Jorge Cárdenas Gutiérrez has been the leading figure in the Colombian coffee industry for over half a century. Born in 1930 in Medellín, he studied Law and Political Science in his hometown, then he completed a master’s degree in Administration at the University of Syracuse. He has held various public positions in his country, but his lifelong passion has been the promotion of the Colombian coffee sector, both domestically and internationally.
For many years he was head of the Colombian Federation of Coffee Growers where he fought to improve coffee cultivation in Colombia, to improve the quality of life for the country’s coffee growers and the quality of coffee for consumers.
Good morning, Jorge. How important is coffee to Colombia?
Coffee has been a leading product in the Colombian economy for 120 years. For many years it was 10 percent of the gross domestic product, 30 percent of the agricultural product and 40 percent of the external income.
Revenues from coffee exports have enabled Colombia to develop its industry, railways, ports and a good part of the national infrastructure.
Today coffee’s economic importance to Colombia is lower, but it is still the country’s most important source of rural employment: 500,000 families on one million hectares produce a coffee harvest worth US $ 2.5 billion, which is 3 percent of Colombia’s GDP. Its social impact is fundamental.
What role has the National Federation played in maintaining the competitiveness of the sector?
The government of Colombia has worked since 1927 in full agreement with the National Federation of Coffee Growers in the development of public policies that build progress in the coffee growing areas with road services, potable water, electricity, health and education.
The Federation administers the National Coffee Fund, which has existed since 1940. The Fund is for the development of these public policies and for the promotion of coffee cultivation, its modernization and the international promotion of its consumption. The National Coffee Fund is a very important instrument of all coffee policy.
The Federation has 350,000 affiliated producers; since 1930, all producers pay a parafiscal contribution by Law of the Republic of Colombia.
To what extent has coffee had to compete with cocaine in Colombia?
The Federation has carried out extensive campaigns to combat illegal crops, and there are really no significant coca crops in the coffee growing areas. The farms are small in the coffee zone. Coca crops are in areas of little agriculture and very far from population centers.
What are the main problems that the coffee sector faces in Colombia?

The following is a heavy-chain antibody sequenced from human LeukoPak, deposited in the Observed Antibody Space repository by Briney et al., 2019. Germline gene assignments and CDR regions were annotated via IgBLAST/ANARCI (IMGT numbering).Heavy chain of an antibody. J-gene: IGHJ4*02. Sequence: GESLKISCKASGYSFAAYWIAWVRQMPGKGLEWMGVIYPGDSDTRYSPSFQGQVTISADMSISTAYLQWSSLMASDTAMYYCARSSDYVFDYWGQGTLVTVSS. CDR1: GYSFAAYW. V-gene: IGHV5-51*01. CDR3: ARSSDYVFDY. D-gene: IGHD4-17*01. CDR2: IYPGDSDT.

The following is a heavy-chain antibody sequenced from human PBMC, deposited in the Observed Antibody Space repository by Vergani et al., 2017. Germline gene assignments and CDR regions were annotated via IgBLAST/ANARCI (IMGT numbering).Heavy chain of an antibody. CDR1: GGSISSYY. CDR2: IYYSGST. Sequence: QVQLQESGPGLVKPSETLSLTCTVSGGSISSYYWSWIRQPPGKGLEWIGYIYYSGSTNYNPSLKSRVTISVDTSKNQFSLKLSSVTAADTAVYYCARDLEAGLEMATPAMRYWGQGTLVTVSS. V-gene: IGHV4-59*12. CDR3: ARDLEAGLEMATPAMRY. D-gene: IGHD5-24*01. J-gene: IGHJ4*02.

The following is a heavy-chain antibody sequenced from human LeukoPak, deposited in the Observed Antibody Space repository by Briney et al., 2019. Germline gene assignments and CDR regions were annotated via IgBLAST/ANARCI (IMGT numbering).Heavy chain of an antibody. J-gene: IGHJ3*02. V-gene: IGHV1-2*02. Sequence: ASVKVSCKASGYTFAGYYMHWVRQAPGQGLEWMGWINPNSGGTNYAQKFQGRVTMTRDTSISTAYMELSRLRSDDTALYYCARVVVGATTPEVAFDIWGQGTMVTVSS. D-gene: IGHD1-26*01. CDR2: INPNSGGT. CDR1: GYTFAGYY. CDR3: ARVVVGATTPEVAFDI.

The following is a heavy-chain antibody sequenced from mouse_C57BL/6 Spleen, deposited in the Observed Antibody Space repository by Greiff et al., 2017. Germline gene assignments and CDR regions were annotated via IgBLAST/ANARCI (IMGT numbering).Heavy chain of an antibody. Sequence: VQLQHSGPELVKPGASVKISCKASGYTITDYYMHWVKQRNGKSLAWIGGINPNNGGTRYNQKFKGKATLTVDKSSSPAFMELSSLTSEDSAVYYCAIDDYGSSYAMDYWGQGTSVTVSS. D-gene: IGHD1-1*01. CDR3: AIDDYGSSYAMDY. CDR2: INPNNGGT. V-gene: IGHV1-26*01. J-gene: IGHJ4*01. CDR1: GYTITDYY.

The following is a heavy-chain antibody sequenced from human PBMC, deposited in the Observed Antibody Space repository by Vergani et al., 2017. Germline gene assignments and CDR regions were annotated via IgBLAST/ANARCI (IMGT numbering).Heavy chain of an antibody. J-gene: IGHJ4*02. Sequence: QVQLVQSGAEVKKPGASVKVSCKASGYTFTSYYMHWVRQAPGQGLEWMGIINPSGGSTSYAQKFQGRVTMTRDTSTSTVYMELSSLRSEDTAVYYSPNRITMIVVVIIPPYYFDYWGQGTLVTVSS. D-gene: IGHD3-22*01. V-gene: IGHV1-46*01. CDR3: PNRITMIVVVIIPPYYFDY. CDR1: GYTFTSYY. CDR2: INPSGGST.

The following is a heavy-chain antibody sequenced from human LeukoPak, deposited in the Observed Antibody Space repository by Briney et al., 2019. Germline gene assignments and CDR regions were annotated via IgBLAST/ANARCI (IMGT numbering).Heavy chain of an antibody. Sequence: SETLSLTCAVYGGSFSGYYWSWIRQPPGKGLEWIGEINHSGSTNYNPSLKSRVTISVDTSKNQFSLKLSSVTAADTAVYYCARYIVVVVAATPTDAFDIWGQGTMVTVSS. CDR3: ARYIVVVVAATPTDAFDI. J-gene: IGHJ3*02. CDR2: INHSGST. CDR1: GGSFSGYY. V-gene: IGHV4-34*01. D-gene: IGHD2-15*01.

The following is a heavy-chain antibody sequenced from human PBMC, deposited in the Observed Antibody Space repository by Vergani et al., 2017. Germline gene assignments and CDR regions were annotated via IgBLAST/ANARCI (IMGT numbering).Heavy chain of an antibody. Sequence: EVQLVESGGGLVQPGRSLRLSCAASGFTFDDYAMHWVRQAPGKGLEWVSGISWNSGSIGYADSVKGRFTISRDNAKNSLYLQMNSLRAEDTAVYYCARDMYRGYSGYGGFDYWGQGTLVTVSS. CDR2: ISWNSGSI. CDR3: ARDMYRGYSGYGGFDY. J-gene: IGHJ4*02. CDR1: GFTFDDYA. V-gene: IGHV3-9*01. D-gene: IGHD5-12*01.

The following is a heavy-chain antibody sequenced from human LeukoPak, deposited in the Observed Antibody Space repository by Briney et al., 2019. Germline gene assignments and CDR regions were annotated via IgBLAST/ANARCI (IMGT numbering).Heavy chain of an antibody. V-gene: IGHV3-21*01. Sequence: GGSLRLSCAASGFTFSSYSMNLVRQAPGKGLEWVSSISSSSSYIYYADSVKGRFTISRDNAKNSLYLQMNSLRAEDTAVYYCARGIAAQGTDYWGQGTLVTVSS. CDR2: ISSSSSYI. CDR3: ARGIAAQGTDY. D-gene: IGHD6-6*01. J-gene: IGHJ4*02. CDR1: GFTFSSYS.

The main problem of coffee cultivation in Colombia is the size of the farms: most plots are of 1 to 3 hectares. The production costs in these small farms is high compared to that obtained in larger areas.
What is the Federation doing to improve things?
The Federation of Coffee Growers has a Coffee Research Center (Cenicafé) that carries out permanent research on innovation. It has helped introduce coffee varietals that are resistant to pests and are higher yielding. This has helped Colombia to maintain a production of between 12 and 14 million bags of 60 kg for the past several years.
What lies behind the success of Colombian coffee?
The competitiveness of Colombian coffee is due to its quality that is in turn a result of the care with which it is grown and processed.
With the image of Juan Valdez, the Federation of Coffee Growers created a special niche in the world market since 1960. He gave a name to a generic product, that’s the reality.
How does the Colombia maintain a sustainable living for its coffee growers?
From 1940 to 2000, Colombia had an internal price for coffee that did not change more than three times a year. A sustainable and stable price was financed with export earnings and contributions from the producers themselves to the National Coffee Fund. In addition, the various international coffee agreements provided price stability to international prices.
Since 2000, the domestic price reflects the international price of coffee. Only in times of very low international prices the Government and the Federation have given growers a special premium as part of the internal price of coffee.
The Colombian government has recently introduced a new Stabilization Fund which seeks price stability as in previous years; for the time being it does not yet have the necessary resources.
Are you optimistic for coffee in Colombia?
The National Federation of Coffee Growers continues in its task of innovating in the cultivation and harvesting and the producers accompany these efforts. The Federation celebrates 93 years of its founding and continues to be a leading rural service organization. It has the support of the Government and the backing of producers.
Roasters the world over continue to view Colombia as a highly reliable supplier. Today’s consumers are increasingly moving towards high quality coffees, which is very favorable for Colombia. The future of Colombian coffee is bright.
Thank you, Jorge for your time and comments!
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This is an extract of an interview from my new book Crop to Cup, to be published later this year.